At the same time, Vernon asked for a few more rests, because of a need to catch his breath during the extended solo passages. “I’m 71 years old,” he said, “and I’m doing OK, but when you’re talking about somebody who is 25 or 30 and is 6-foot-8-inches or something like that, they’ve got big lungs and some issues with breathing are not a problem for them. That’s just the way it is.” He remembers his teacher, Arnold Jacobs, the CSO’s principal tubist from 1944 through 1988, having some of these same challenges later in his career. “At that time, I didn’t really pay that much attention to it,” he said. “I thought, ‘Well, yeah, some day.’ It’s ‘some day’ now.”
Stephenson accommodated as many of Vernon’s wishes as possible. “He was really responsive to doing the things that I asked, and the final product is really good,” Vernon said. “It’s really good for me to play. It’s exciting for me for me play. It’s a challenge for me to play, and it’s going to sound great. I’ve been playing with piano to learn the piece, but I know when I stand up there and have the Chicago Symphony behind me, this is going to be another universe.”
The 22-minute concerto is divided into three sections: Chapter I, Chapter II and Epilogue, all corresponding to the different stages of life. According to Vernon, the epilogue was inspired by the death of Stephenson’s mother and the emotions evoked by that milestone event. “It really appealed to me, because my mother passed away in March of ’18, and he had this Epilogue, which corresponds to my feelings and the things that went on with my mother,” Vernon said. “So emotionally speaking, I can really tap into that and think of that while I’m playing. That’s the whole thing about playing music, that you are able to express emotion from your mind through an instrument and out to the public.”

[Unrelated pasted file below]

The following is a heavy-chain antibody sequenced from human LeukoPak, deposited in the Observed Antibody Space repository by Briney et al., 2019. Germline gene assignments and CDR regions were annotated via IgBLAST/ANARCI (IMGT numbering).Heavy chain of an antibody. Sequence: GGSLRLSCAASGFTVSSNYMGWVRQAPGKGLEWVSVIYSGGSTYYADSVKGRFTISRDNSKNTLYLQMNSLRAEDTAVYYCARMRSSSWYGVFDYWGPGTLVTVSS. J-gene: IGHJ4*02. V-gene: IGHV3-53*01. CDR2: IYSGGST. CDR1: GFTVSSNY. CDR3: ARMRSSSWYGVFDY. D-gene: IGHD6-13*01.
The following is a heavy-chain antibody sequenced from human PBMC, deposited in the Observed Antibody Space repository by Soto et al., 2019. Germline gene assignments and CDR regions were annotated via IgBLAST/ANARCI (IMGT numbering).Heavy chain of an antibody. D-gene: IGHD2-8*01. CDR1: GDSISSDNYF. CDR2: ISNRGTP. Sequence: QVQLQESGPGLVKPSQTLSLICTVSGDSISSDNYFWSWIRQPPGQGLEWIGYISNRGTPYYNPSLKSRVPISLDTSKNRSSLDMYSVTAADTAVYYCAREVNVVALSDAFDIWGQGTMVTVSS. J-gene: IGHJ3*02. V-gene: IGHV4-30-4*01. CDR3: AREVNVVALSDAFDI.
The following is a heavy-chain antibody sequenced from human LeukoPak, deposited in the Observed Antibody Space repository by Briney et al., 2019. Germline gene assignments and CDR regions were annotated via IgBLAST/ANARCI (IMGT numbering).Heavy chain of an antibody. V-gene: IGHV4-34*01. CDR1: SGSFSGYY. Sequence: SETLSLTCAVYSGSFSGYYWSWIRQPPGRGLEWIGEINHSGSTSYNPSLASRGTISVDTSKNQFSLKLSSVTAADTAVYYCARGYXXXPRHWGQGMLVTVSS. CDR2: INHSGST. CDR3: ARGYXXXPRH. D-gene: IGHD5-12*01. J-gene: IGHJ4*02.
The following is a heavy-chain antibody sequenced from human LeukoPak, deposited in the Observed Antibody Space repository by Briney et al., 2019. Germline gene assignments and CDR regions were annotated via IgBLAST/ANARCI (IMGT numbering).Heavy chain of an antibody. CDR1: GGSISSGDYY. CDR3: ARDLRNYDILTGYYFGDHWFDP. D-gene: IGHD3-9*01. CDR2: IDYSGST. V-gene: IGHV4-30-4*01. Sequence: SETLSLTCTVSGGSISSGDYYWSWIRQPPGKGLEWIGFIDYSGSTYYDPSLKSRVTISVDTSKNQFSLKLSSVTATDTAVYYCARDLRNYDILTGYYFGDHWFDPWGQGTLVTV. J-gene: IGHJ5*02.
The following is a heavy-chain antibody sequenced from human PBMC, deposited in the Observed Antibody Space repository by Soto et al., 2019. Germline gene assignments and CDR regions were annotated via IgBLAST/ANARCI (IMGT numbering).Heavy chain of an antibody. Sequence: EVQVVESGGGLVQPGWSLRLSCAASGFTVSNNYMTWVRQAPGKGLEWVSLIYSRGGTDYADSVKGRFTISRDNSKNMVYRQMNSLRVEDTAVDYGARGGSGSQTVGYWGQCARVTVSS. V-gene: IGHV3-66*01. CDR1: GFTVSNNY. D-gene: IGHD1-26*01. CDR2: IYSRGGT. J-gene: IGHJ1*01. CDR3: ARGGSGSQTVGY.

Stephenson writes in a down-to-earth, tonal style. In a 2018 Sounds and Stories interview, he described himself as a “creature of tradition” at least to some degree, and he is careful to provide entrées into his music for listeners through his choice of musical forms or use of repetition. “But within that, I’m always searching for new sounds, new pairings of instruments and new rhythms and textures, so my music still has a freshness to it that is maybe new and familiar at the same time.”
Vernon described the concerto’s musical language as beautiful and tuneful. “I told him in the very beginning that I don’t want any mutes in this,” he said. “I don’t to play and bang on the trombone. I don’t want to buzz the mouthpiece and make guttural sounds — that kind of stuff that I hate. I want song and beautiful music, and it’s glorious.”
The first of Vernon’s two previous debut concertos with the CSO was Ellen Taaffe Zwilich’s Concerto for Bass Trombone, which was commissioned for the orchestra’s centennial in 1991. “There are some pretty moments in it, but it was an unbelievable show for me to play,” he said. “I feel if I can play that piece, I can play any piece. I had to be in the best shape of my life to play it.” In 2006, he performed the world premiere of Christian Lindberg’s Chick’a’Bone Checkout, which called on Vernon to alternate among the alto, tenor and bass trombones. He has gone on to play that work 25 times all over the world.
But Vernon believes that Stephenson’s concerto might be the finest all-around work yet written for the bass trombone. Best of all, he said, the piece is composed in such way that any serious student or professional player should be able to perform it. “That’s why I wanted it written in the first place, to have something that would just take over,” he said. “If they wanted a bass trombone solo, this would be it. This is what I’m hoping for.”